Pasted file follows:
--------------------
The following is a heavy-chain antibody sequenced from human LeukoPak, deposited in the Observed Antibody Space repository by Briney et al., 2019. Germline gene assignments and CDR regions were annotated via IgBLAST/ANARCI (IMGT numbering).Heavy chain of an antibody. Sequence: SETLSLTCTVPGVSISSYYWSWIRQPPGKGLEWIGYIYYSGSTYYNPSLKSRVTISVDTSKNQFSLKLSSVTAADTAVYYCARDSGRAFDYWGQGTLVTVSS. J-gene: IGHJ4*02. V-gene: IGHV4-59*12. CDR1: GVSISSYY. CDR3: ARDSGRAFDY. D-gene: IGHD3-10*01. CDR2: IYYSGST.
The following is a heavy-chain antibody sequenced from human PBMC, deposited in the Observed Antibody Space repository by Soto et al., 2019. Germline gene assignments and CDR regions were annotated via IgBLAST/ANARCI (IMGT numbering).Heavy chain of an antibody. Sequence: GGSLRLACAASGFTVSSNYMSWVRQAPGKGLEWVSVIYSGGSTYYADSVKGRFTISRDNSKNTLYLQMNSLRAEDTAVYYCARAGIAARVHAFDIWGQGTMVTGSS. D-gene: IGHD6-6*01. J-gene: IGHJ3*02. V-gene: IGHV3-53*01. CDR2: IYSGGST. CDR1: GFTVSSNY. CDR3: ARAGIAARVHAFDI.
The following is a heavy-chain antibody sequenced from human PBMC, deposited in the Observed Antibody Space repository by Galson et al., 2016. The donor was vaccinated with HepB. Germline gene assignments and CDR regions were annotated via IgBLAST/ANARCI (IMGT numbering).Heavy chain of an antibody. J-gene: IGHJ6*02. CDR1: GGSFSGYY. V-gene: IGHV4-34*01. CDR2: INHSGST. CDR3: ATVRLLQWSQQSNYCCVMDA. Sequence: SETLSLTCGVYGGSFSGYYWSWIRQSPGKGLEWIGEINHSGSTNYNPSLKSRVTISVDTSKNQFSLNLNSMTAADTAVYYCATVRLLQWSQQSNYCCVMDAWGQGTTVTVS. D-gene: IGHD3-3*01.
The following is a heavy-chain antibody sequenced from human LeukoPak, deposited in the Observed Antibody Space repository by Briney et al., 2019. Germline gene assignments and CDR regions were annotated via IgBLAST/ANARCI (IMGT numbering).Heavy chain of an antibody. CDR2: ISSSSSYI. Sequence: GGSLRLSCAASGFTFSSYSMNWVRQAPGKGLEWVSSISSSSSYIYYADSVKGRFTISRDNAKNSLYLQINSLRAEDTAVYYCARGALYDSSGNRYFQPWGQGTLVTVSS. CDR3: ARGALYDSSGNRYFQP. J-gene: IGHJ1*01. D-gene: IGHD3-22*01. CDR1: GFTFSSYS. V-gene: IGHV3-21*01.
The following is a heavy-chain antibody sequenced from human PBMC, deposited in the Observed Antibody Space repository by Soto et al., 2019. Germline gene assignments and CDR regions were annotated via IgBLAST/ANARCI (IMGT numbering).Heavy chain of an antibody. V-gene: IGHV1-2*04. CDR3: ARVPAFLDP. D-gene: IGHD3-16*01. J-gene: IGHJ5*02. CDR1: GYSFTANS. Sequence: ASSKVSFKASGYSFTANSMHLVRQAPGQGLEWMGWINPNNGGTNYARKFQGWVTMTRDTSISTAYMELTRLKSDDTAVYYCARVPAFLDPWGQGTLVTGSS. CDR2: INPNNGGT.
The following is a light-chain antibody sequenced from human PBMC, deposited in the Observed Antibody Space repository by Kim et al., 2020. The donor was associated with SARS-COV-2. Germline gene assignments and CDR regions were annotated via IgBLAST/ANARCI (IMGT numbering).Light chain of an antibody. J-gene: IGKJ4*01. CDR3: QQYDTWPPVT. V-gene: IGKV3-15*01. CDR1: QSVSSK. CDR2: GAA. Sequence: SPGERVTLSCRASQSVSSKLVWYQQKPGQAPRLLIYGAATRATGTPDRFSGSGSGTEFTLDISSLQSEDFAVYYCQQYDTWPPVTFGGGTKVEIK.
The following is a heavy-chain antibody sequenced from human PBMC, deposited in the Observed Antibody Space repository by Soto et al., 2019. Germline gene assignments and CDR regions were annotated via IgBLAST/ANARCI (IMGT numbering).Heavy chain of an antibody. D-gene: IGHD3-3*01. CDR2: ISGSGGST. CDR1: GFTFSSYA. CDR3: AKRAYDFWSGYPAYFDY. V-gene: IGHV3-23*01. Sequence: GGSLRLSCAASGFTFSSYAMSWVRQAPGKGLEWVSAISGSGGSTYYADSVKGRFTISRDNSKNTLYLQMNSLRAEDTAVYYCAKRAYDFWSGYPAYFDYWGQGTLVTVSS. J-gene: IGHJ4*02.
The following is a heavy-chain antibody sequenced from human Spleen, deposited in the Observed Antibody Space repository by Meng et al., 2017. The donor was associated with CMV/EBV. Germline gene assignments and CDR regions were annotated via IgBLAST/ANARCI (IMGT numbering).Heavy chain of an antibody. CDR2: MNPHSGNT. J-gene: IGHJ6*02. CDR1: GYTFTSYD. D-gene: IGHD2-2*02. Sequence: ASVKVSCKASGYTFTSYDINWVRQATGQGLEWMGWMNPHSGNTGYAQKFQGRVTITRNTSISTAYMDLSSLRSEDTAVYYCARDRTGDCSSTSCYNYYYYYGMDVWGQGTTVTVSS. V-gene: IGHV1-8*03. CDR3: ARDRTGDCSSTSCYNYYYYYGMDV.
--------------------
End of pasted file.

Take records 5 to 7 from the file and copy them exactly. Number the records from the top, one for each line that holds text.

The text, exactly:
The following is a heavy-chain antibody sequenced from human PBMC, deposited in the Observed Antibody Space repository by Soto et al., 2019. Germline gene assignments and CDR regions were annotated via IgBLAST/ANARCI (IMGT numbering).Heavy chain of an antibody. V-gene: IGHV1-2*04. CDR3: ARVPAFLDP. D-gene: IGHD3-16*01. J-gene: IGHJ5*02. CDR1: GYSFTANS. Sequence: ASSKVSFKASGYSFTANSMHLVRQAPGQGLEWMGWINPNNGGTNYARKFQGWVTMTRDTSISTAYMELTRLKSDDTAVYYCARVPAFLDPWGQGTLVTGSS. CDR2: INPNNGGT.
The following is a light-chain antibody sequenced from human PBMC, deposited in the Observed Antibody Space repository by Kim et al., 2020. The donor was associated with SARS-COV-2. Germline gene assignments and CDR regions were annotated via IgBLAST/ANARCI (IMGT numbering).Light chain of an antibody. J-gene: IGKJ4*01. CDR3: QQYDTWPPVT. V-gene: IGKV3-15*01. CDR1: QSVSSK. CDR2: GAA. Sequence: SPGERVTLSCRASQSVSSKLVWYQQKPGQAPRLLIYGAATRATGTPDRFSGSGSGTEFTLDISSLQSEDFAVYYCQQYDTWPPVTFGGGTKVEIK.
The following is a heavy-chain antibody sequenced from human PBMC, deposited in the Observed Antibody Space repository by Soto et al., 2019. Germline gene assignments and CDR regions were annotated via IgBLAST/ANARCI (IMGT numbering).Heavy chain of an antibody. D-gene: IGHD3-3*01. CDR2: ISGSGGST. CDR1: GFTFSSYA. CDR3: AKRAYDFWSGYPAYFDY. V-gene: IGHV3-23*01. Sequence: GGSLRLSCAASGFTFSSYAMSWVRQAPGKGLEWVSAISGSGGSTYYADSVKGRFTISRDNSKNTLYLQMNSLRAEDTAVYYCAKRAYDFWSGYPAYFDYWGQGTLVTVSS. J-gene: IGHJ4*02.